It’s difficult to stop reading when startled by a sentence that goes like this: “It makes no difference that my interrogators are all dead.” I stumbled on that line when reading a recent New Yorker review of Edna O’Brien’s new memoir Country Girl.
Like most folk, I enjoy a good read, but as I grow older I find my patience for long drawn out novels is not what it used to be. I know some people luxuriate in the slow unfolding of plot over many hundreds of pages, the development of character as it plays out over time and space in a good long read, and the final clue that falls into place to eliminate the innocent and point the accusatory finger at the villain in a complicated mystery. What tires my soul at times, though, is the long and torturous road setting up these many scenes, introducing the characters, creating the tension, resolving the conflicts, convincing the reader that the ending is plausible. Where I once could read Thackeray, Dickens, Eliot or Melville with enthusiasm, the idea of curling up with the likes of Vanity Fair, Bleak House, Middlemarch or Moby Dick today makes me sigh. Had I but world enough and time…
I am happy to say that a well-crafted essay or short story is what excites and delights me today. That powerful opening line, such as the one cited above from O’Brien, hooks the reader into trailing after the author to ask what is going on and to be puzzled or intrigued enough to want to know what happens next. The length of the story can be but only a few pages, but its compactness demands a preciseness full of layers of possibilities. The well-versed writer needs only a few paragraphs or even sentences to create a memorable character, evoke an atmosphere, and set a mood to create or resolve tension. Within their tightly woven tales, the best of story tellers can explore our desires as well as our fears, inject new significance into universal themes of love and loss, allow us to become other people, and remind us of the verities of how we live and the pitfalls of our behavior. They hold our attention with their literate expression, both somber as well as humorous, and their turn of phrase.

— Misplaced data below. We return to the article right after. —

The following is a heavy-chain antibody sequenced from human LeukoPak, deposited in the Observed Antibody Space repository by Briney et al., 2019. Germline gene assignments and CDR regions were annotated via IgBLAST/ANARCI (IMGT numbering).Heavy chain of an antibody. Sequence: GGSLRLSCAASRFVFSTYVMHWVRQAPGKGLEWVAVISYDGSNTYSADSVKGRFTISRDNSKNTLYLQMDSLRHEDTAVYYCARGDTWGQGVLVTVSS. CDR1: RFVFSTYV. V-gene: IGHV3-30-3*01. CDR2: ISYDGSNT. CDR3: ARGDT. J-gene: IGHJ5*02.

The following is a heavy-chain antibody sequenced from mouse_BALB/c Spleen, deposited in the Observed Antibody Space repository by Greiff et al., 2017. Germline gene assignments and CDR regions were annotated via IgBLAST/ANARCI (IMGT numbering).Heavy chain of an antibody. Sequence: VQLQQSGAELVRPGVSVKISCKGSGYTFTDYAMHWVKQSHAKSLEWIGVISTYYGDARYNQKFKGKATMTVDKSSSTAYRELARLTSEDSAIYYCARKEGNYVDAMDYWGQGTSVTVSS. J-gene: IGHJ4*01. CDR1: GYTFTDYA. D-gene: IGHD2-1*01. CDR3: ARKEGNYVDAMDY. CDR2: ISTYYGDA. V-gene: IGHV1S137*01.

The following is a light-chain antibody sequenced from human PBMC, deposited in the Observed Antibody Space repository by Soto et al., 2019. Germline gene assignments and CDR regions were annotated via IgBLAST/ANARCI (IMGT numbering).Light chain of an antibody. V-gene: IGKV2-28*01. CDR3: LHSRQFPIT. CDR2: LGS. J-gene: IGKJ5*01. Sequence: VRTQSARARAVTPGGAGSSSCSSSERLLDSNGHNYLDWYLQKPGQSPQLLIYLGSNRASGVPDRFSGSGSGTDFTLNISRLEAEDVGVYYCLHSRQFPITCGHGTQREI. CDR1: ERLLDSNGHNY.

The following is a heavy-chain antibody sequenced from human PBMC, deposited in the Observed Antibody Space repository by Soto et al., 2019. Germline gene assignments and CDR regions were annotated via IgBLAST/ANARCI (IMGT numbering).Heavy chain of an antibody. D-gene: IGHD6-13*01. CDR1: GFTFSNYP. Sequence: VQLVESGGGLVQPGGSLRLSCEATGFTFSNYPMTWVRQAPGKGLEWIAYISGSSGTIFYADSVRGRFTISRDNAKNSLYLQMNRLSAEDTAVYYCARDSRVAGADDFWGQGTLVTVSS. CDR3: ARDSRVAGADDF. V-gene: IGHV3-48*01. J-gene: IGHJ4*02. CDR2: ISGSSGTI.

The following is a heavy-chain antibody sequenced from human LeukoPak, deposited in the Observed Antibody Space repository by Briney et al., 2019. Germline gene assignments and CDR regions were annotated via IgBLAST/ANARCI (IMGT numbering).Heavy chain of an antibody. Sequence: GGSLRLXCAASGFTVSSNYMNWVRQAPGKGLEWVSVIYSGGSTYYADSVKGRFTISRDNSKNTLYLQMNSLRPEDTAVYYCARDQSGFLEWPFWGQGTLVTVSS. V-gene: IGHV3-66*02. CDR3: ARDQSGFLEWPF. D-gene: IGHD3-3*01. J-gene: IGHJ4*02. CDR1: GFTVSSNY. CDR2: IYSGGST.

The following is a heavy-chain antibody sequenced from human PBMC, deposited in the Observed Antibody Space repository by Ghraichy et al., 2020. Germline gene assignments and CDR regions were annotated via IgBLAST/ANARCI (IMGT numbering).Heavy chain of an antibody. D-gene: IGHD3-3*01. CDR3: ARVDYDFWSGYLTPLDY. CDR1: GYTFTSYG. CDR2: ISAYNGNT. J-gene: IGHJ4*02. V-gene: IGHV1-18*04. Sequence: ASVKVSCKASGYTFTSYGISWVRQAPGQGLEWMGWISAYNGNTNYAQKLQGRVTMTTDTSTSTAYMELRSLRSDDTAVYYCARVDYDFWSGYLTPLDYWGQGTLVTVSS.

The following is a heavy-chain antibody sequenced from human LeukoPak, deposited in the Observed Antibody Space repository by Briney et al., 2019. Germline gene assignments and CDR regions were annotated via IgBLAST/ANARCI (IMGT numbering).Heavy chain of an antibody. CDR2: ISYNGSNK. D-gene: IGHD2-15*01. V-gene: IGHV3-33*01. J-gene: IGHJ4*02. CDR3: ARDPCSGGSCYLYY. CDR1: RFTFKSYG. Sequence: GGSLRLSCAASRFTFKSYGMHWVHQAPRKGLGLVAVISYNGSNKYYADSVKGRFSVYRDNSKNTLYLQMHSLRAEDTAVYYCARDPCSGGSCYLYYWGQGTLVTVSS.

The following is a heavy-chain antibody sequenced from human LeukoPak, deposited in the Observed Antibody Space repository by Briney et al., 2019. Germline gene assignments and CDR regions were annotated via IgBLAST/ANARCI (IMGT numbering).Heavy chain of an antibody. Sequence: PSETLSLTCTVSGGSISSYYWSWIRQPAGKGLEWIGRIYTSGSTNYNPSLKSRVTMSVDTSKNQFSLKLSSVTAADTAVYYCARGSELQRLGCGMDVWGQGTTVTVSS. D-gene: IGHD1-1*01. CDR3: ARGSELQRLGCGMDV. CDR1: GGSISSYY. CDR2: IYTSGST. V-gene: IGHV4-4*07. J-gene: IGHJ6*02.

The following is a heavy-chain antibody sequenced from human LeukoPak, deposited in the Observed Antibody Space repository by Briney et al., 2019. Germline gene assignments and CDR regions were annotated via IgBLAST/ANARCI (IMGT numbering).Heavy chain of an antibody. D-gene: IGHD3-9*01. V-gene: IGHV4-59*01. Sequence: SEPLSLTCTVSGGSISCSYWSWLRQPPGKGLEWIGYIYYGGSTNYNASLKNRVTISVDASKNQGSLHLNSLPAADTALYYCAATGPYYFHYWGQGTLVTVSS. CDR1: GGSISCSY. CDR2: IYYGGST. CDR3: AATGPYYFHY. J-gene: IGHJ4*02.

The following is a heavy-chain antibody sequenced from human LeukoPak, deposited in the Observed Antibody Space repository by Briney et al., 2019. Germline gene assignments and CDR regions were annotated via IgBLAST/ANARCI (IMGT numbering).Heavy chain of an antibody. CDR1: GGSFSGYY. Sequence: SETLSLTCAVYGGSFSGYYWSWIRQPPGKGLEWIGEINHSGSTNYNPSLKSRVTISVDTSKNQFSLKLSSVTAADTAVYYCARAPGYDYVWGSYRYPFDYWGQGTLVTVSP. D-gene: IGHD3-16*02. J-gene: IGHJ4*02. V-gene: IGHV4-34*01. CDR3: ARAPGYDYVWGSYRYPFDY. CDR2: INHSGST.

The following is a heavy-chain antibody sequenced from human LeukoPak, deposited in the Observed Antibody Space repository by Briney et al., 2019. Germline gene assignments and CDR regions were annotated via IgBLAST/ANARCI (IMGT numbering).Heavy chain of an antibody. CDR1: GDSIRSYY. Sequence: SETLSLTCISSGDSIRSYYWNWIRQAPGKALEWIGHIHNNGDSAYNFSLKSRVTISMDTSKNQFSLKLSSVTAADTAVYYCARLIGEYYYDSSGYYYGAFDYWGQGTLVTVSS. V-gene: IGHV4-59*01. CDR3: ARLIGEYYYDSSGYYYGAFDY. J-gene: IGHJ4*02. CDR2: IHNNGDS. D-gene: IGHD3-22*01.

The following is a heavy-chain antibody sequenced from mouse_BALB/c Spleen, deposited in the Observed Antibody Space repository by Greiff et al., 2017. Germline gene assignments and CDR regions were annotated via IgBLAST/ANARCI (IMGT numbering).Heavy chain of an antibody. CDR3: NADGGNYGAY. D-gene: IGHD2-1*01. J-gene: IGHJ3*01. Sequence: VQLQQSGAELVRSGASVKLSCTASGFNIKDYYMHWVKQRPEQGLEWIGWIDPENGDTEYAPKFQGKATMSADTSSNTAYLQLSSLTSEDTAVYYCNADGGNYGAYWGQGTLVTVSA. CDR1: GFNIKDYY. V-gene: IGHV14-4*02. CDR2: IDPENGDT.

A recent class in James Madison University’s continuing education series has drawn me in to look at how a number of writers have approached the short story and its format. The compendium we’re using is The Art of the Short Story edited by Dana Gioia and R.S. Gwynn. It contains short fiction by fifty-two authors and includes their views on writing. In the introduction, the editors give the reader some invaluable insight into the short story. Most importantly, they note three characteristics of the short story form that changed the way brief fiction is told–the short story condenses the action, usually into a single situation focused on an individual character; the narrative compression encourages deeper characterization of the protagonist often by depicting his or her inner life as well as outer circumstance, which gives the short story a heightened sense of realism; and finally, the short story uses prose in a poetic manner, in which sound and rhythm, image and symbol, tone and point of view are carefully crafted to communicate not merely the plot but the physical and emotional experience of the tale.